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Art UK is a cultural, education charity in the United Kingdom, previously known as the Public Catalogue Foundation. Since 2003, it has digitised more than 220,000 paintings by more than 40,000 artists and is now expanding the digital collection to include UK public sculpture.
|Purpose||To create a complete digital record of the UK's collection of oil, tempera and acrylic paintings and sculpture and to make art accessible to the public.|
It was founded for the project, completed between 2003 and 2012, of obtaining sufficient rights to enable the public to see images of all the approximately 210,000 oil paintings in public ownership in the United Kingdom. Originally the paintings were made accessible through a series of affordable book catalogues, mostly by county. Later the same images and information were placed on a website in partnership with the BBC, originally called Your Paintings, hosted as part of the BBC website. The renaming in 2016 coincided with the transfer of the website to a stand-alone site. Works by some 40,000 painters held in more than 3,000 collections are now on the website.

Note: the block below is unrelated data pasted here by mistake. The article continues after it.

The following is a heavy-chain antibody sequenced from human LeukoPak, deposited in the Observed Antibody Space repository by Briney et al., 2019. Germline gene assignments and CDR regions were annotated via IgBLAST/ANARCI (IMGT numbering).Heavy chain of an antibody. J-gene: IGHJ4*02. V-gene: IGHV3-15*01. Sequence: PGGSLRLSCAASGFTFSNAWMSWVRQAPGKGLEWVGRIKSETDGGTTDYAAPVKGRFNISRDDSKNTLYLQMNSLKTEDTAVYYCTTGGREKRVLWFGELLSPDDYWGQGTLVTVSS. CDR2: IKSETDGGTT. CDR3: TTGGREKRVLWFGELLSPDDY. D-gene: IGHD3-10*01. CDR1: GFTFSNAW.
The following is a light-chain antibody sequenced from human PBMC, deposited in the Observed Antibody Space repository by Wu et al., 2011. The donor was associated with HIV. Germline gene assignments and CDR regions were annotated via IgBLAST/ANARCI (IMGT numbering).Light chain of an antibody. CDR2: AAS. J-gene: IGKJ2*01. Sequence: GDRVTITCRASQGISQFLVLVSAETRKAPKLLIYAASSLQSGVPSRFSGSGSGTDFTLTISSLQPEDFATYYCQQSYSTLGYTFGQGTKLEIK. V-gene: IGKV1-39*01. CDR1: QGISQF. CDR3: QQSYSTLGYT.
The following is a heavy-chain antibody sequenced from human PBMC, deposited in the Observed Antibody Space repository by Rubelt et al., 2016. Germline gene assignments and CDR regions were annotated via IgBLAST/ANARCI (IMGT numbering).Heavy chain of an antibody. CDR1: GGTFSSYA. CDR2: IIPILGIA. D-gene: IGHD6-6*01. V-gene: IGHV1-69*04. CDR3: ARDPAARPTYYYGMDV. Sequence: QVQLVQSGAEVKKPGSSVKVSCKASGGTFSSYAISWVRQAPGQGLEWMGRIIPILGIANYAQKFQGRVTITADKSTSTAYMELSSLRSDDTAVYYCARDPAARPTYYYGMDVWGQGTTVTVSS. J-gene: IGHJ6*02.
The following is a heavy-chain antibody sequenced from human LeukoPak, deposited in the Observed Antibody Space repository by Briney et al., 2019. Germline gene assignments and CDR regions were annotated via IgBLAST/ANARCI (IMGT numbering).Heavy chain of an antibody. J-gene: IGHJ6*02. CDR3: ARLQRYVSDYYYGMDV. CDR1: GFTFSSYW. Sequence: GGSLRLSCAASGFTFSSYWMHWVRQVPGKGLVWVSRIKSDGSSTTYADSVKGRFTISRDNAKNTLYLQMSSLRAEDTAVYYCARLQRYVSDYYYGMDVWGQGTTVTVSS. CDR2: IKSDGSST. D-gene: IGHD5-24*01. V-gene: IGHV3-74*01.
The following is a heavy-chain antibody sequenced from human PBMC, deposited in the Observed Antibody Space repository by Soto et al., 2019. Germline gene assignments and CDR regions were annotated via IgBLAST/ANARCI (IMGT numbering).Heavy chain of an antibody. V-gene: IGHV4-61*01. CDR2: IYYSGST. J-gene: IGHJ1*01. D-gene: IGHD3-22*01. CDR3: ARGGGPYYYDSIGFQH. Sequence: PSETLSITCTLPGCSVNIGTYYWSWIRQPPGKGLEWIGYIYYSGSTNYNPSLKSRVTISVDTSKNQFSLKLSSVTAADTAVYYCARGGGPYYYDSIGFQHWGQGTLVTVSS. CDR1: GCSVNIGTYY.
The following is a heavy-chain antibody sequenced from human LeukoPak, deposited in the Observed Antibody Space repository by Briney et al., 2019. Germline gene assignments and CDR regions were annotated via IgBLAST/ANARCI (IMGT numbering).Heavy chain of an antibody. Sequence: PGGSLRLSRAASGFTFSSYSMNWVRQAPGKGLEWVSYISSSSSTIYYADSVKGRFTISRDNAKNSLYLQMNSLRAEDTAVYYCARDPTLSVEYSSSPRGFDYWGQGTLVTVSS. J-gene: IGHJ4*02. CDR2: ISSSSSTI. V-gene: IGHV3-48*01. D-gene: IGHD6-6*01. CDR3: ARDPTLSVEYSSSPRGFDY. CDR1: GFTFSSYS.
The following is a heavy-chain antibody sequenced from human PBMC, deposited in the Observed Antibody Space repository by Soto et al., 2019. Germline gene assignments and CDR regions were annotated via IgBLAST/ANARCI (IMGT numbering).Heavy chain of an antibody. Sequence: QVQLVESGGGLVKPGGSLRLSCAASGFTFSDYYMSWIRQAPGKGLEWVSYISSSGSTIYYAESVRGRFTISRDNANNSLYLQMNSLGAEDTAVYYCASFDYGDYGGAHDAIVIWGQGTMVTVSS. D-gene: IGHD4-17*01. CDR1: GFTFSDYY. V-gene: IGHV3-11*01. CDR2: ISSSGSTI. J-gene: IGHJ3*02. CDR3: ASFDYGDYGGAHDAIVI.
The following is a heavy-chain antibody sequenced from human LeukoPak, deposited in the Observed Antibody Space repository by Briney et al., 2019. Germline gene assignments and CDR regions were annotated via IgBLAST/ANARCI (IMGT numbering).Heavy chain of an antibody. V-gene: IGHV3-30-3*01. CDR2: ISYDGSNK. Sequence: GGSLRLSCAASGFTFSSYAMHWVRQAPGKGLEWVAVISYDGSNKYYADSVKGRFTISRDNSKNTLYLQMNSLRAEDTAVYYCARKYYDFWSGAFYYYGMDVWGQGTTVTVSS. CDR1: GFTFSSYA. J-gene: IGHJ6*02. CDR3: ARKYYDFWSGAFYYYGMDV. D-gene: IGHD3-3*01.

The catalogues and website allow readers to see an illustration, normally in colour, and short description of every painting in the UK's national collections. This information has significant educational benefits and constitutes the building blocks for later art historical research.
Revenue from catalogue sales made by collections is dedicated to the conservation and restoration of oil paintings in their care. Coverage includes national and local museums and council collections, paintings in universities, bishops' palaces of the Church of England, hospitals, the properties owned by the National Trust, and some other private institutions such as the colleges of Oxford and Cambridge universities. The collections of bodies such as Arts Council England, English Heritage and the Government Art Collection are included. However, the Royal Collection is not included.
Art UK receives major funding from the Heritage Lottery Fund and other sources.
In November 2016, Apollo magazine awarded Art UK the prize of "Digital Innovation of the Year". Artist Yinka Shonibare is Art UK's 2019 patron and has praised the charity's efforts, "public sculpture is the most democratic way to share art [...] it transcends race, class, or economic status".